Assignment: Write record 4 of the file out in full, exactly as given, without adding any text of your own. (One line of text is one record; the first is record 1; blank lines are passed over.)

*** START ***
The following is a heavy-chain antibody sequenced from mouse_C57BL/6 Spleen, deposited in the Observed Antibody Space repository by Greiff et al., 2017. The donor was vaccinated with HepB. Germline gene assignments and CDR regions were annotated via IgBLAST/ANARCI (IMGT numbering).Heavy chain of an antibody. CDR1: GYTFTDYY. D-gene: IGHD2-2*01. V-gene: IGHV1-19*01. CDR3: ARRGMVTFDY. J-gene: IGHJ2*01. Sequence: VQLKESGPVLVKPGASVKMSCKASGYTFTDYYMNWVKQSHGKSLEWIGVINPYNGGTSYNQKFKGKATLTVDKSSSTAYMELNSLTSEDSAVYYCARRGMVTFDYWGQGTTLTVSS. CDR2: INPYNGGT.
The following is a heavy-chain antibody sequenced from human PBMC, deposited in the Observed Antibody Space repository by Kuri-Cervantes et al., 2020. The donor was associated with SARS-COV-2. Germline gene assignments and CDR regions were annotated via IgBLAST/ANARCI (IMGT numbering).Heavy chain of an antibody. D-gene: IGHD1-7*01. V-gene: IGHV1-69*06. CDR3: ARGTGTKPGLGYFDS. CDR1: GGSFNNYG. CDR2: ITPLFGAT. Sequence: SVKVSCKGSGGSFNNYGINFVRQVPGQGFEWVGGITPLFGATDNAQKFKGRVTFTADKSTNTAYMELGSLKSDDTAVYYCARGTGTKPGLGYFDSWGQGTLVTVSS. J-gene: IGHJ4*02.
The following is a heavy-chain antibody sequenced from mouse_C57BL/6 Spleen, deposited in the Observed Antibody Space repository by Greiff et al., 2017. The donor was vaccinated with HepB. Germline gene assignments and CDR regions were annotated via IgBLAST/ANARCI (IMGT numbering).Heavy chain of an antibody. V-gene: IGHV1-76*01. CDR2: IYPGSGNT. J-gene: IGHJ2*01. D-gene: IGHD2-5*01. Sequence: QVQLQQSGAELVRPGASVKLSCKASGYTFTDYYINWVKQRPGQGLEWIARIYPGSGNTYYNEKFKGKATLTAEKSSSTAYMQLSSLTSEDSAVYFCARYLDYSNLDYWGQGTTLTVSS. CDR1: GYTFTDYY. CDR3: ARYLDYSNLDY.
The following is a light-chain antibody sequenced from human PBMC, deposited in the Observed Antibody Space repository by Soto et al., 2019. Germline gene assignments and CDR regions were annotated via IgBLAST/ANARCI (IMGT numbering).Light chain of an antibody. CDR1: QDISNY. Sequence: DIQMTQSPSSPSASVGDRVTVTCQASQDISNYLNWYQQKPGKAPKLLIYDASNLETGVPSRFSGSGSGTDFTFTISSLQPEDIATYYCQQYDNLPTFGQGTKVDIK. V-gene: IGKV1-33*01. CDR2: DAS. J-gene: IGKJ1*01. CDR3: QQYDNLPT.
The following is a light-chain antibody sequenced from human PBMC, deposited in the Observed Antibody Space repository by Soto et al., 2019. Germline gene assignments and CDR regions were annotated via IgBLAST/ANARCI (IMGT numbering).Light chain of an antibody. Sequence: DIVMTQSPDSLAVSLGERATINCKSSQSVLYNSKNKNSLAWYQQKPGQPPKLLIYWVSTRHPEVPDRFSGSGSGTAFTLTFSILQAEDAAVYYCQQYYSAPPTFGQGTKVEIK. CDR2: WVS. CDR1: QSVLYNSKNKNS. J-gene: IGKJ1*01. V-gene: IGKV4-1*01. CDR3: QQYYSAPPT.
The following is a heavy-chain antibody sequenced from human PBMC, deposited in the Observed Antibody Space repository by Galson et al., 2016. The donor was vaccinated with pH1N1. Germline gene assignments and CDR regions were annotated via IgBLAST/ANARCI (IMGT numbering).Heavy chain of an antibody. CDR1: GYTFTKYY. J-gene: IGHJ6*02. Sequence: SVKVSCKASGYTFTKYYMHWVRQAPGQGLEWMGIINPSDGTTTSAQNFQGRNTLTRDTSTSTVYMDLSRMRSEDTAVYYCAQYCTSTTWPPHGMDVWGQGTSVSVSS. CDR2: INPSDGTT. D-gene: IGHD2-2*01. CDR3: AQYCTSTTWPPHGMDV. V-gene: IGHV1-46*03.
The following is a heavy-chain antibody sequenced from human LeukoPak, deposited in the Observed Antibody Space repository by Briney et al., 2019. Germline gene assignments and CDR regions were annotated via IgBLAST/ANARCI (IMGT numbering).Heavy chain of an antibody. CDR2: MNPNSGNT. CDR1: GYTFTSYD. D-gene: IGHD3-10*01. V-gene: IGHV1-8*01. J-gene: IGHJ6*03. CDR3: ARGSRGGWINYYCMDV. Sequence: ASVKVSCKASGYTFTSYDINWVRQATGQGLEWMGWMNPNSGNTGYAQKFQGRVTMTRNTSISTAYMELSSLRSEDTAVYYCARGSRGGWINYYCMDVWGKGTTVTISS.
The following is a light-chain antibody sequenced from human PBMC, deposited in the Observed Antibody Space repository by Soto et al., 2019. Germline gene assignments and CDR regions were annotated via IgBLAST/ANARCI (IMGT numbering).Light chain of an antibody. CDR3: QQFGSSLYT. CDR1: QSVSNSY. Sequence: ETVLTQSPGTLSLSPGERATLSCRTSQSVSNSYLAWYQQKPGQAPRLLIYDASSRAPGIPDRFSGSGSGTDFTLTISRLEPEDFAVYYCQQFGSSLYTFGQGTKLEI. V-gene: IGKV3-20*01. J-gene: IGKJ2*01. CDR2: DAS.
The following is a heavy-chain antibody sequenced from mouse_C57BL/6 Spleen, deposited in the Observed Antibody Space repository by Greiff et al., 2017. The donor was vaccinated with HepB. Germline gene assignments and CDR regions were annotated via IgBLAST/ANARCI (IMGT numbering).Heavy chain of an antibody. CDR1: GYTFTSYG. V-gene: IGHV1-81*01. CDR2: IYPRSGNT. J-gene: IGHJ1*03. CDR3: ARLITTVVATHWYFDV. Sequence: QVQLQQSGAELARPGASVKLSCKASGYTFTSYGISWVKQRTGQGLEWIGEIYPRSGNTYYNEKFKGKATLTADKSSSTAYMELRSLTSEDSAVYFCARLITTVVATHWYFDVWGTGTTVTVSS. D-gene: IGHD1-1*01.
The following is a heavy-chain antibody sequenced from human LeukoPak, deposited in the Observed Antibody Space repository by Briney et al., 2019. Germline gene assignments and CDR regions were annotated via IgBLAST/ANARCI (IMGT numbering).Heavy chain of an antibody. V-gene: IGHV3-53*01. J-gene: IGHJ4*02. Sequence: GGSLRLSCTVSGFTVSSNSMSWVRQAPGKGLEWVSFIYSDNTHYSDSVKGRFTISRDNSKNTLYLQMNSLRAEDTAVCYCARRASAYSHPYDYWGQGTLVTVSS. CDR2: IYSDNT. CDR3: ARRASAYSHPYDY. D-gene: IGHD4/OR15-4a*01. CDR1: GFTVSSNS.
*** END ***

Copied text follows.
The following is a light-chain antibody sequenced from human PBMC, deposited in the Observed Antibody Space repository by Soto et al., 2019. Germline gene assignments and CDR regions were annotated via IgBLAST/ANARCI (IMGT numbering).Light chain of an antibody. CDR1: QDISNY. Sequence: DIQMTQSPSSPSASVGDRVTVTCQASQDISNYLNWYQQKPGKAPKLLIYDASNLETGVPSRFSGSGSGTDFTFTISSLQPEDIATYYCQQYDNLPTFGQGTKVDIK. V-gene: IGKV1-33*01. CDR2: DAS. J-gene: IGKJ1*01. CDR3: QQYDNLPT.